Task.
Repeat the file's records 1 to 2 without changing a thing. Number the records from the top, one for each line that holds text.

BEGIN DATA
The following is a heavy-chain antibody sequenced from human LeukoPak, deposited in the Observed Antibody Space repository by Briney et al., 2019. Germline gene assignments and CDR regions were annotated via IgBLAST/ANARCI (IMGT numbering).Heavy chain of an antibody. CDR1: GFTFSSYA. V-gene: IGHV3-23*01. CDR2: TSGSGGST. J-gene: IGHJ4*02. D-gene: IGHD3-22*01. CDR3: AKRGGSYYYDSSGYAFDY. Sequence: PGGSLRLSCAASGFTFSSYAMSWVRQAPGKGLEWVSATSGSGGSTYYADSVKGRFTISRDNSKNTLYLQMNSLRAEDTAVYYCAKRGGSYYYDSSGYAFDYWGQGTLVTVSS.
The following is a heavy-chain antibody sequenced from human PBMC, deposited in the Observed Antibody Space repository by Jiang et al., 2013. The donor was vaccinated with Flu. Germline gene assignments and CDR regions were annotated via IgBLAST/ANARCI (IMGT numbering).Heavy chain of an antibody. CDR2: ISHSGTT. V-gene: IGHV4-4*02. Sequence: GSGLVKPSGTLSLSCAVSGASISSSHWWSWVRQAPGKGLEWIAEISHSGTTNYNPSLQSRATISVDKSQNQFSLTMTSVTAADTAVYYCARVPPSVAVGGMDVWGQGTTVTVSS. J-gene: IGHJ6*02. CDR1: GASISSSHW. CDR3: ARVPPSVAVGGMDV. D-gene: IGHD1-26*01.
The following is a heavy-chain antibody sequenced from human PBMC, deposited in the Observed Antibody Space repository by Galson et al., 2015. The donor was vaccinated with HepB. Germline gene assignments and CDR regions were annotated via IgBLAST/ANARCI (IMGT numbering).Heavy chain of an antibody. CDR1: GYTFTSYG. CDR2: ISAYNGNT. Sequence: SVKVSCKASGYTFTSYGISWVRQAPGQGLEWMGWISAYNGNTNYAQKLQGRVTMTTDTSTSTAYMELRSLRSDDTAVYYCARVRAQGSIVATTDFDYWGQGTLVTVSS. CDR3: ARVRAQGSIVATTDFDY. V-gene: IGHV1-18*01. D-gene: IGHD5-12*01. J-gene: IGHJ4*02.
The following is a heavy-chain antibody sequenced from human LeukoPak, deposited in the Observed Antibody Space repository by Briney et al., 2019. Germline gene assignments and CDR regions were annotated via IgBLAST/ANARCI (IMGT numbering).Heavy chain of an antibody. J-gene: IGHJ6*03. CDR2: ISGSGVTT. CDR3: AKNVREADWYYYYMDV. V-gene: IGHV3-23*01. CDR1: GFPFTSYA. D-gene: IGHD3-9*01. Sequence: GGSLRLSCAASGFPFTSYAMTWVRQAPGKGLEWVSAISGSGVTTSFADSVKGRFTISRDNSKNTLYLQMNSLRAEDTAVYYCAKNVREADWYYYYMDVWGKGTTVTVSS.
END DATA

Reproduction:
The following is a heavy-chain antibody sequenced from human LeukoPak, deposited in the Observed Antibody Space repository by Briney et al., 2019. Germline gene assignments and CDR regions were annotated via IgBLAST/ANARCI (IMGT numbering).Heavy chain of an antibody. CDR1: GFTFSSYA. V-gene: IGHV3-23*01. CDR2: TSGSGGST. J-gene: IGHJ4*02. D-gene: IGHD3-22*01. CDR3: AKRGGSYYYDSSGYAFDY. Sequence: PGGSLRLSCAASGFTFSSYAMSWVRQAPGKGLEWVSATSGSGGSTYYADSVKGRFTISRDNSKNTLYLQMNSLRAEDTAVYYCAKRGGSYYYDSSGYAFDYWGQGTLVTVSS.
The following is a heavy-chain antibody sequenced from human PBMC, deposited in the Observed Antibody Space repository by Jiang et al., 2013. The donor was vaccinated with Flu. Germline gene assignments and CDR regions were annotated via IgBLAST/ANARCI (IMGT numbering).Heavy chain of an antibody. CDR2: ISHSGTT. V-gene: IGHV4-4*02. Sequence: GSGLVKPSGTLSLSCAVSGASISSSHWWSWVRQAPGKGLEWIAEISHSGTTNYNPSLQSRATISVDKSQNQFSLTMTSVTAADTAVYYCARVPPSVAVGGMDVWGQGTTVTVSS. J-gene: IGHJ6*02. CDR1: GASISSSHW. CDR3: ARVPPSVAVGGMDV. D-gene: IGHD1-26*01.